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Saturday, March 19, 2016

Cheyenne Woods on Mastering Your Swing

I believe this is the first time I've had a tip from Cheyenne, and this is an extremely good one. You can read the entire article at this Golf Digest link, but I'll add a few extra thoughts.

Cheyenne Woods

Basically, Cheyenne's tip boils down to this: You can dramatically improve your game by focusing on just one club. In her case, it's the wedge. No, she doesn't say which one... and that's what I want to focus on.

Many of the great players in our game have learned to play with just one club. Seve learned with a 3-iron, and stories of him hitting greenside bunker shots with one have become legend. Judy Rankin recommended beginning your golf education with an 8-iron in an instruction book she wrote. And I remember reading a magazine article where Chi-Chi Rodriguez talked about the things you could learn by playing a full round of golf using only a 4-iron.

What makes a single club such a valuable learning tool?
  • Using one club makes it easier to learn consistent contact because you don't have to keep adjusting for different shaft lengths. (You can learn that after you can hit one club reasonably well.) Cheyenne mentions this in her article.
  • To hit shots of different lengths, you have to learn how to match up swing length with shot length. You won't be hitting every shot with a full swing!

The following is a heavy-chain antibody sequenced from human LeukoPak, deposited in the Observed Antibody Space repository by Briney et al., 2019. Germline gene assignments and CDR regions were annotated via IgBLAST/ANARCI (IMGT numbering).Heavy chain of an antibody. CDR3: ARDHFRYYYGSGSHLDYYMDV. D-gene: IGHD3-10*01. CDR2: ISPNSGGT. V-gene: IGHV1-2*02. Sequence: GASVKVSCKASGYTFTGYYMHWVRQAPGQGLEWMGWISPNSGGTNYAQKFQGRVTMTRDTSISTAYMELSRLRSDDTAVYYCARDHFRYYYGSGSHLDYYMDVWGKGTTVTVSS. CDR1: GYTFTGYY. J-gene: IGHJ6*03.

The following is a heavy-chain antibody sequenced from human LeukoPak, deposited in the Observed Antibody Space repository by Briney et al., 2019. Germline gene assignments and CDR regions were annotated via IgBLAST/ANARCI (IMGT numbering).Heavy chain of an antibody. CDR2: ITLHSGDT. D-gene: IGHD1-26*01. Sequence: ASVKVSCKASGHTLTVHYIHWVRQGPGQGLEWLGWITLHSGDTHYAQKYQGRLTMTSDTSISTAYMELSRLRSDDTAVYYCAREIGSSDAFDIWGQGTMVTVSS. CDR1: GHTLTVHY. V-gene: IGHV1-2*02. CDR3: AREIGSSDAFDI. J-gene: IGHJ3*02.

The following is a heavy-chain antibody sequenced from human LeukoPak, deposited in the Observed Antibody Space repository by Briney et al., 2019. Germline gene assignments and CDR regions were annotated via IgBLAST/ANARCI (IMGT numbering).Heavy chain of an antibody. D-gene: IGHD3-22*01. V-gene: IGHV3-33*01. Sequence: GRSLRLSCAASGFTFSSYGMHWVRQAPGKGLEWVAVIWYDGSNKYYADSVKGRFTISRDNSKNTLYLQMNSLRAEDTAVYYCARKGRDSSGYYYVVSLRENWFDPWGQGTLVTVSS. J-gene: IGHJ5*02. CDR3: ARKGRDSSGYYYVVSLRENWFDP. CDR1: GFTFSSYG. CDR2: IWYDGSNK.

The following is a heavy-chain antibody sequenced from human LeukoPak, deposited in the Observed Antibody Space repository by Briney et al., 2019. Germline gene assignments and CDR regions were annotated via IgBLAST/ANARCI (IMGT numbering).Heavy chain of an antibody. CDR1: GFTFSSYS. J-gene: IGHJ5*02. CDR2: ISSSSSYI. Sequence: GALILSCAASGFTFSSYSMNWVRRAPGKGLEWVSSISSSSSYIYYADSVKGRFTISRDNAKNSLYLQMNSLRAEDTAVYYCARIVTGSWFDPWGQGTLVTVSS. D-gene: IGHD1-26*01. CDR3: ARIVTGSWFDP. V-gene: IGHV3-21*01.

• Tagging on to the last one, Cheyenne mentions that hitting many less-than-full shots will help your weight shift. If you aren't trying to kill the ball, which makes you tight, it will translate to a more fluid motion.
  • Like Seve, you'll learn to manipulate the loft of the club to create different trajectories for different shots. Chi-Chi specifically mentioned learning to control distance by learning to draw and fade a single club.
  • In general, it will just force you to think creatively when you play. You'll have to think about shots when you can't just pull another club from the bag.
Just spending some time on the range, hitting a single club to a variety of different flags, using different shot shapes and trajectories, and then doing some chipping and putting with the same club, can help you become more confident of your ability to work your way around the golf course.

It's a simple tip that can be fun as well. Try a 9-hole match with only one club, letting each player choose the club they want to use. That can really liven up a game... and make for some interesting betting!





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